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April 9, 2014

Jonathan Tobin: Why Did Kerry Lie About Israeli Blame?

Samuel G. Freedman: A resolution 70 years later for a father's unsettling legacy of ashes from Dachau

Jessica Ivins: A resolution 70 years later for a father's unsettling legacy of ashes from Dachau

Kim Giles: Asking for help is not weakness

Kathy Kristof and Barbara Hoch Marcus: 7 Great Growth Israeli Stocks

Matthew Mientka: How Beans, Peas, And Chickpeas Cleanse Bad Cholesterol and Lowers Risk of Heart Disease

Sabrina Bachai: 5 At-Home Treatments For Headaches

The Kosher Gourmet by Daniel Neman Have yourself a matzo ball: The secrets bubby never told you and recipes she could have never imagined

April 8, 2014

Lori Nawyn: At Your Wit's End and Back: Finding Peace

Susan B. Garland and Rachel L. Sheedy: Strategies Married Couples Can Use to Boost Benefits

David Muhlbaum: Smart Tax Deductions Non-Itemizers Can Claim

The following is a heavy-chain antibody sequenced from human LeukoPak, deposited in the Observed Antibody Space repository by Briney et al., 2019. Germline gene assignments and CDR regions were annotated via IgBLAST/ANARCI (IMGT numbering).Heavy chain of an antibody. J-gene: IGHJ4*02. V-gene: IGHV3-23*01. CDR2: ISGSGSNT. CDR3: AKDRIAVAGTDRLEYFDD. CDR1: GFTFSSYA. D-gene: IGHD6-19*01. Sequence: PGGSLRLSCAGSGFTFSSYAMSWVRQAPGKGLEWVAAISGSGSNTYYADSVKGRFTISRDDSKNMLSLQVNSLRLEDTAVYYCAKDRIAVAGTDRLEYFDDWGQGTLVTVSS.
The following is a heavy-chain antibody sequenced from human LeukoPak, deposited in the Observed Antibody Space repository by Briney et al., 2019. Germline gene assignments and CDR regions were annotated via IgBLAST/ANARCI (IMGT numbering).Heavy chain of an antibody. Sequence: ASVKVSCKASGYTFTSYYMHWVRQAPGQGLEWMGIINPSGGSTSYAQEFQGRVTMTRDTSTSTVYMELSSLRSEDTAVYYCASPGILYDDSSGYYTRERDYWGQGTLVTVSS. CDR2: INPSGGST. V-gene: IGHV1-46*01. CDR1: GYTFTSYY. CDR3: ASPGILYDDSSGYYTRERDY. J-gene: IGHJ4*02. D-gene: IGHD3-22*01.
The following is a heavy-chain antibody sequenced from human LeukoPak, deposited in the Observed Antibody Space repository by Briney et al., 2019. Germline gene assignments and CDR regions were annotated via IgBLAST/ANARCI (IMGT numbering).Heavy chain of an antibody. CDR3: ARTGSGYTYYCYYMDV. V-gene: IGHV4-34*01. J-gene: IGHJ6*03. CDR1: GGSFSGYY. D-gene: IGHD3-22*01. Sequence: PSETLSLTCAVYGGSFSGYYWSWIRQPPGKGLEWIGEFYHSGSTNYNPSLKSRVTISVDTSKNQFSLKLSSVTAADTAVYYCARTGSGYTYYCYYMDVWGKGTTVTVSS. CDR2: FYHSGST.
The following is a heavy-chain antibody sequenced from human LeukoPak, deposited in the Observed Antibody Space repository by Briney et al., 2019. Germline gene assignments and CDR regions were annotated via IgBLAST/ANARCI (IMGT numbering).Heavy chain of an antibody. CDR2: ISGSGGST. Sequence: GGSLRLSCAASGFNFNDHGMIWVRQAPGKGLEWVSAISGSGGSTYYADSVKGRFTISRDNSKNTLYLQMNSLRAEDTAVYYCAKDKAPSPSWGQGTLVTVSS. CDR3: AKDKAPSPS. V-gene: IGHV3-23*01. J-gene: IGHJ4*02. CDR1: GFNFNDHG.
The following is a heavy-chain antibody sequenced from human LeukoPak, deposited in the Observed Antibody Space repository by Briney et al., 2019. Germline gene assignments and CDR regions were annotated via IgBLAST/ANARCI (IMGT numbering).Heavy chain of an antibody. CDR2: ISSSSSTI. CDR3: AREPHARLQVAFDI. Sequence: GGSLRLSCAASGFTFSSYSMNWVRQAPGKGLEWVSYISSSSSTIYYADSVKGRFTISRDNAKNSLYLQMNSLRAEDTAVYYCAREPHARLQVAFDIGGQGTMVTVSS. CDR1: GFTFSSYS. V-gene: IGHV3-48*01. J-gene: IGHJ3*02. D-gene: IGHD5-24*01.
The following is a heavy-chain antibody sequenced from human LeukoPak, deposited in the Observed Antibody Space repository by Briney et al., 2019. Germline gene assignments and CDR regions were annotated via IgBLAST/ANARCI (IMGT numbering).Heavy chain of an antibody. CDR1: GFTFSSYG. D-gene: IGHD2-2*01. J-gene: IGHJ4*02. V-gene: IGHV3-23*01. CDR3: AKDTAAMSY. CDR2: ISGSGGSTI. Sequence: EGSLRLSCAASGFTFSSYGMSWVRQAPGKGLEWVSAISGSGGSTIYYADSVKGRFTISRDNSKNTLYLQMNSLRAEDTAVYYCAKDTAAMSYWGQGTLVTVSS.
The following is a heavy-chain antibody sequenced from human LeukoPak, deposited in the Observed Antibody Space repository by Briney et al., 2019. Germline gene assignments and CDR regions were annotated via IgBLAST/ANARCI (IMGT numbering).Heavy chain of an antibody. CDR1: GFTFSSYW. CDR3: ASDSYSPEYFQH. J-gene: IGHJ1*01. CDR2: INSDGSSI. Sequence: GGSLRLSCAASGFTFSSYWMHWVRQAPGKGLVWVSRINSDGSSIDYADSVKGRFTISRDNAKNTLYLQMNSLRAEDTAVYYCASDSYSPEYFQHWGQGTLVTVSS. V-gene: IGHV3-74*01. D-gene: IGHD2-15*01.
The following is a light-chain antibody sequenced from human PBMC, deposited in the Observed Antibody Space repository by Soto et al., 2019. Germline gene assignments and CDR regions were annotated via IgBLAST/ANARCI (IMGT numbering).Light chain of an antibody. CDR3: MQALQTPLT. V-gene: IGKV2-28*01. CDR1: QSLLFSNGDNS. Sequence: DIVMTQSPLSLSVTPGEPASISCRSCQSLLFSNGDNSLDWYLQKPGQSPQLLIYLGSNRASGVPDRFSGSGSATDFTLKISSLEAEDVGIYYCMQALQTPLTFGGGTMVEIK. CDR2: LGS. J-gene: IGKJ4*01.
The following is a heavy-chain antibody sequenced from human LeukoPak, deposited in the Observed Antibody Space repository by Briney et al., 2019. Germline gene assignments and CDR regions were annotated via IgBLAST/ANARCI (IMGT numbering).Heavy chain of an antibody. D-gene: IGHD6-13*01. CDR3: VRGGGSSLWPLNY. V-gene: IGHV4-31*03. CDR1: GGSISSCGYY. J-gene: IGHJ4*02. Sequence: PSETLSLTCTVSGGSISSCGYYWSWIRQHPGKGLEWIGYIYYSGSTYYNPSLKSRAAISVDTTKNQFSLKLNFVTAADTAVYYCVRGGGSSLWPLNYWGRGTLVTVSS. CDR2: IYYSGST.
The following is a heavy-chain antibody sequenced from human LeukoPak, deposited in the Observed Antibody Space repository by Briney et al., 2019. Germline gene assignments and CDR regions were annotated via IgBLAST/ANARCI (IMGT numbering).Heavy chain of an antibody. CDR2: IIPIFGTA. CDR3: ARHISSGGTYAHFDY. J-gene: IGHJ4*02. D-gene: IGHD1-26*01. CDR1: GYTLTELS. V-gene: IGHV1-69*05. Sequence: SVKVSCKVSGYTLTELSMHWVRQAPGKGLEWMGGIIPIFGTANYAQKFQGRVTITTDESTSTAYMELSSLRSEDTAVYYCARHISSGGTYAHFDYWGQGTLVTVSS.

Jill Weisenberger, M.S., R.D.N., C.D.E : Before You Lose Your Mental Edge

Dana Dovey: Coffee Drinkers Rejoice! Your Cup Of Joe Can Prevent Death From Liver Disease

Chris Weller: Electric 'Thinking Cap' Puts Your Brain Power Into High Gear

The Kosher Gourmet by Marlene Parrish A gift of hazelnuts keeps giving --- for a variety of nutty recipes: Entree, side, soup, dessert

April 4, 2014

Rabbi David Gutterman: The Word for Nothing Means Everything

Charles Krauthammer: Kerry's folly, Chapter 3

Amy Peterson: A life of love: How to build lasting relationships with your children

John Ericson: Older Women: Save Your Heart, Prevent Stroke Don't Drink Diet

John Ericson: Why 50 million Americans will still have spring allergies after taking meds

Cameron Huddleston: Best and Worst Buys of April 2014

Stacy Rapacon: Great Mutual Funds for Young Investors

Sarah Boesveld: Teacher keeps promise to mail thousands of former students letters written by their past selves

The Kosher Gourmet by Sharon Thompson Anyone can make a salad, you say. But can they make a great salad? (SECRETS, TESTED TECHNIQUES + 4 RECIPES, INCLUDING DRESSINGS)

April 2, 2014

Paul Greenberg: Death and joy in the spring

Dan Barry: Should South Carolina Jews be forced to maintain this chimney built by Germans serving the Nazis?

Mayra Bitsko: Save me! An alien took over my child's personality

Frank Clayton: Get happy: 20 scientifically proven happiness activities

Susan Scutti: It's Genetic! Obesity and the 'Carb Breakdown' Gene

Lecia Bushak: Why Hand Sanitizer May Actually Harm Your Health